BEIJING — China shrugged.
The reaction of the Chinese government and industry to a recent World Trade Organization-brokered agreement in which Beijing agreed to end a substantial package of export subsidies, including to the textile and apparel industries, ranged from silence to the view that it is a positive, but minor, development.
The WTO said on Dec. 18 that China had agreed to end a series of subsidies for exports, including textiles and apparel, following a December 2008 complaint from the U.S. over unfair trade practices. The U.S. textile industry and many politicians have claimed for years that these government subsidies give Chinese manufacturers an unfair advantage by lowering the cost of production and the price of exported goods, and that they have caused thousands of American jobs to be lost.
U.S. Trade Representative Ron Kirk said the Chinese government agreed to “full elimination of the numerous subsidies we identified as prohibited under WTO rules.” Since the announcement, however, China’s Ministry of Commerce has yet to comment on the decision.
Several national industry associations in Beijing rebuffed interview requests about the topic, but a few experts who did agree to talk about it said China simply took a proactive measure to avoid escalation.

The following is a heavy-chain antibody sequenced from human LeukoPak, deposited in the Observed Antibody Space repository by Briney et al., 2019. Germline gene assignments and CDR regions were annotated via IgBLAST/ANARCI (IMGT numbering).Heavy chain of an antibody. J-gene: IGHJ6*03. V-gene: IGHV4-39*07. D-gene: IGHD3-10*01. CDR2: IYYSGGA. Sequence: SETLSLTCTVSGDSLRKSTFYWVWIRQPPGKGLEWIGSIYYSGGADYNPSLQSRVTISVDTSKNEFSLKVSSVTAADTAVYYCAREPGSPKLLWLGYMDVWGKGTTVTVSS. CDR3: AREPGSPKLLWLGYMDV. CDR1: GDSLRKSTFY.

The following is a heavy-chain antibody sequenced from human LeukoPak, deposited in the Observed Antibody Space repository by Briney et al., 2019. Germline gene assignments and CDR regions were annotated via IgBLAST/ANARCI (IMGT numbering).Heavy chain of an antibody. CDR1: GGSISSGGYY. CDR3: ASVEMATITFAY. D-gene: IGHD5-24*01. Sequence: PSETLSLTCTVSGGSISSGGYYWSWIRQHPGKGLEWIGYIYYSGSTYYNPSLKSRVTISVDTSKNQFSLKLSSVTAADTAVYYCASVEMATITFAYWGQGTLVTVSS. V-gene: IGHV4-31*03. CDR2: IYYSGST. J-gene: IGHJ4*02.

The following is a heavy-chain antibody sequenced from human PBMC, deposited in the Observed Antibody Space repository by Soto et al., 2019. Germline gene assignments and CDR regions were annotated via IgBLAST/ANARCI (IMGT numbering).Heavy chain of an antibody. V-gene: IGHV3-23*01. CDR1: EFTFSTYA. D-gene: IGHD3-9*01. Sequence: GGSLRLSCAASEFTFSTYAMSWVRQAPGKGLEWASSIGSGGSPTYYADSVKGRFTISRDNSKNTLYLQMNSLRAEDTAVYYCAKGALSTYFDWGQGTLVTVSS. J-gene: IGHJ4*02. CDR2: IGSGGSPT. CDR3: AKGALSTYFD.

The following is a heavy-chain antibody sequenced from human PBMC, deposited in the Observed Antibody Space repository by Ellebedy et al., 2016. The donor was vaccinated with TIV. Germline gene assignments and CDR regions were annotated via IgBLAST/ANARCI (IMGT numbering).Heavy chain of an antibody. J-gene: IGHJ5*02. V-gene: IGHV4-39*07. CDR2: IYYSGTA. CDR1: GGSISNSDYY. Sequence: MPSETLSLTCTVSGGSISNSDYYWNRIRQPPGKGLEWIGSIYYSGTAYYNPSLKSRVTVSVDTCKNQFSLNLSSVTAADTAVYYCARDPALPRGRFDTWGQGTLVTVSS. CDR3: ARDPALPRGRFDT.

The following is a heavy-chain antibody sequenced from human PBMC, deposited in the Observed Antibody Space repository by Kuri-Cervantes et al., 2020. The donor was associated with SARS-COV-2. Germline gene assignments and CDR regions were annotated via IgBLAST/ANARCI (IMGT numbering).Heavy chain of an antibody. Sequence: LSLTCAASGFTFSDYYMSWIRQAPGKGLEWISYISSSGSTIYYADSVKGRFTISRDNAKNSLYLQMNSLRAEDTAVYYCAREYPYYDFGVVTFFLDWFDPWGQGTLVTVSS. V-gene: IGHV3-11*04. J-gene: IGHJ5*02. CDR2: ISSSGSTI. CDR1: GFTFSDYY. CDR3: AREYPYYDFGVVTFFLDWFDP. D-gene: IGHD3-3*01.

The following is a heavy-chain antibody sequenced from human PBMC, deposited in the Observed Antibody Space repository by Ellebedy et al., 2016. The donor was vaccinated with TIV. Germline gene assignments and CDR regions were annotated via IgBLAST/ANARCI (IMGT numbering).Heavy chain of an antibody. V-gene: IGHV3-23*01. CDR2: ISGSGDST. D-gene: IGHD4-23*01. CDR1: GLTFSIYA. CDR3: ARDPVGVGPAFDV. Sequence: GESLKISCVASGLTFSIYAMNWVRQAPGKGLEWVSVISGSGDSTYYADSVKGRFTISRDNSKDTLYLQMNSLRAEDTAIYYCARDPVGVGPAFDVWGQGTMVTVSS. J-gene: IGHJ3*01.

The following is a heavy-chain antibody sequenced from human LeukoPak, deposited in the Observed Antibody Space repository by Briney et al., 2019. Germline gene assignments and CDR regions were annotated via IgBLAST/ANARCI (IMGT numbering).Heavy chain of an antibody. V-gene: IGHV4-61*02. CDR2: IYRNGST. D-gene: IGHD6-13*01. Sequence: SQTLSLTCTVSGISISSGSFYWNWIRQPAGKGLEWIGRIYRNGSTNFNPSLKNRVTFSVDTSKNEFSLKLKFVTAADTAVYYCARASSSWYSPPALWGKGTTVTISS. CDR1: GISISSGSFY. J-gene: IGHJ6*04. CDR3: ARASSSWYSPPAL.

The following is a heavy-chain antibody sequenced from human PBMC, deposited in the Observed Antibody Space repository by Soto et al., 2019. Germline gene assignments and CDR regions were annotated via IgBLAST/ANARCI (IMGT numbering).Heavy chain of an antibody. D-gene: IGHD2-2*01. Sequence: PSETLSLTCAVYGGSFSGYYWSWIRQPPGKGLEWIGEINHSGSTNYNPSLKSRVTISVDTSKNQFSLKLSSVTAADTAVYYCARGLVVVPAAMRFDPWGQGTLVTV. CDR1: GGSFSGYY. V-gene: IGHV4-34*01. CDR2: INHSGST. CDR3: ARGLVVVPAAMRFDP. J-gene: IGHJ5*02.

“Obviously, there were some problems that needed to be solved before it turned into serious trade friction and China just took a proactive step to deal with it,” said Zhao Zhongxiu, a trade specialist at Beijing’s University of International Business & Economics.
Zhao argued that the move will not have a major impact on China’s already ailing textile and apparel industries. Rather, he said, ending government subsidies for export-bound goods will increase competitiveness within the industry.
“Brand strategies should come from the companies’ own business decisions and should not depend on government support,” said Zhao. “The industry needs to find its own way forward and improve its internal competitive practices.”
Shi Hongmei, a textiles industry analyst with Dongfang Securities, said she didn’t think the move was a major loss for China’s export industries.
“It is a small amount of money for every single industry,” said Shi. “It seems there’s not much reaction, even in the news.”
The subsidies battle began in late 2008, when the U.S. lodged a complaint with the WTO over Chinese subsidies to exported goods, saying they provided unfair trade advantages. The complaint, in part prompted by the U.S. National Council of Textile Organizations, specifically targeted a $10 billion annual value-added tax rebate program on exported goods, targeted subsidies for dozens of product categories. The subsidies were said to have come in the form of preferential loans and cash grants to brands from central, provincial and local governments.